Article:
Forager: a vintage victory

Despite opening Forager Vintage in Beaverton just as Gov. Kate Brown issued a stay-at-home earlier this year, Hazzel Svvegnar has been able to keep her vintage clothing boutique thriving thanks in part to social media.

Hazzel Svvengar has only been a small business owner for approximately nine months.

Still, she’s already learned more than her share of lessons about how to run a retail store during an economic downturn.
Svvengar opened her vintage clothing store, Forager Vintage, in Beaverton in mid-March. At the time, she was already seeing a reduction in the foot traffic past the space’s windows, compared with the days in January and early February when she was getting the Old Main Street space ready to open.

By the time Oregon Gov. Kate Brown issued the stay-at-home order that led most retail businesses in the state to close to help flatten the curve of Covid-19 infections, that foot traffic had dwindled to almost nothing. Svvengar ended up closing her doors with nearly no customer base built up.

“The week I opened was a very dead week,” Svvengar told Opportunity magazine. “People were already worried out about the pandemic even before the shutdown, so the foot traffic was mostly gone. A lot of people were walking around through February, and then it just all stopped. Everyone was just being careful. So, I just closed down and hoped something would happen. But nothing happened.”

For many traditional small business owners, that would have been a death knell. But Svvengar had worked too hard and too long on Forager to give up that easily. Instead, she turned to social media and focused on creating a community of clients, anticipating the day when she would eventually be able to reopen Forager as a brick-and-mortar location.

Forager Vintage
Forager Vintage, owned by Hazzel Svvengar, fills a spot on Southwest Broadway in Beaverton that formerly housed an art gallery.

Forager Vintage

Address: 12570 S.W. Broadway, Beaverton



Instagram: @foragervintagepdx

Facebook: @foragervintagepdx

Pinterest: @foragervintagepdx


Kilpatrick At any other time, Forager likely would have quickly developed a dedicated customer following. The location on Southwest Broadway in Beaverton, in a space formerly occupied by an art gallery, is just a short walk from the city’s Restaurant Row.

Large windows provide views into a space that Svvengar’s natural knack for merchandising and design has turned into a comfortable, welcoming space featuring a mix of medium and dark woods. Carefully placed cabinets and tables, all featuring more mellow-aged wood, serve as resting spots for jewelry and accessories, including local artists’ work. Forest-green velvety curtains provide privacy for changing rooms. Branches suspended from the ceiling with rope serve as rods from which high-quality, carefully curated sweaters, dresses and shirts mostly from the 1970s and ‘80s hang.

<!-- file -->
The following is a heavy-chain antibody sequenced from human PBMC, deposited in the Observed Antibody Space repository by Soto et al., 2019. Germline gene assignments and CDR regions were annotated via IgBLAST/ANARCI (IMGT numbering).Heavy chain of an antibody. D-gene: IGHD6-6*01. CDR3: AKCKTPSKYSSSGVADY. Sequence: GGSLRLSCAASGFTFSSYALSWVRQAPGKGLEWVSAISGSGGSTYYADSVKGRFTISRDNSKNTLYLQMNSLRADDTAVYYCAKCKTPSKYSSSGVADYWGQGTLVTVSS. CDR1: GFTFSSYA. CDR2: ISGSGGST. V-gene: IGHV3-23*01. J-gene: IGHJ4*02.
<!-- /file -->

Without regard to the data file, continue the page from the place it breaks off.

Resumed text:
Those touches that call to mind nature aren’t by accident. Svvengar used them to play off the Forager name, which gives the nod both to the act of finding the vintage clothes that make up the bulk of the store’s inventory and to the concept of sustainability and nature. A desire to promote sustainability was a large part of what led Svvengar to open Forager in the first place.

A graduate of Beaverton High School, Svvengar headed to San Francisco to attend college, intending to work in the fashion industry. However, the more she learned about the business, the less she felt it was the right fit.

“I learned a lot about what the fashion industry is actually like, how wasteful it is, how it just works on the backs of people who already are in poverty. Since I was very focused on sustainability, I was trying to find ways to create without exploiting those problems.”

Svvengar decided to leave school and return to Beaverton to figure out her next steps. She got a job working for a small Portland company that focused on vintage and reused materials. It turned out to be a turning point for her.

“I got to learn a lot about the inner working of a small business as well as all about the manufacturing side. But what really kicked it off was the interest in vintage and reuse. I got really into that, on the side, reselling.”

Svvengar eventually moved to a job in the corporate world, and continued to resell vintage clothing on the side. But she soon found her interest in vintage and reused clothing growing to the point that she wanted to do more with the concept.

“I was just enamored by second-hand reuse and vintage. There’s so much good stuff in the world, and it just ends up going into landfills or getting shipped overseas, and there’s so much stuff that we could easily reuse instead of making more. I really wanted to bring another life to these second-hand things and really show them off to people.”

She decided to look into what it would take to open her small vintage store. She connected with the Small Business Administration’s SCORE program, which pairs entrepreneurs with experienced small business owners who serve as mentors. While still working her job in the corporate world, she wrote a detailed business plan.

With that plan’s help, she determined how much money she would need to open a store. At that point, she decided to go out and find funding. That task turned out to be easier said than done. Svvengar lacked collateral and still had a pile of student loan debt. She finally pieced together enough funding, tapping her line credit and securing a loan from a private funder online. Even though the funder was legitimate, the interest rates were high, but she knew it was her only chance at making a brick-and-mortar store a reality.

She also started calling around to find an available storefront space she could lease. While Svvengar loved the variety of vintage shops in Portland — especially on the east side, she decided instead to open her store in Beaverton.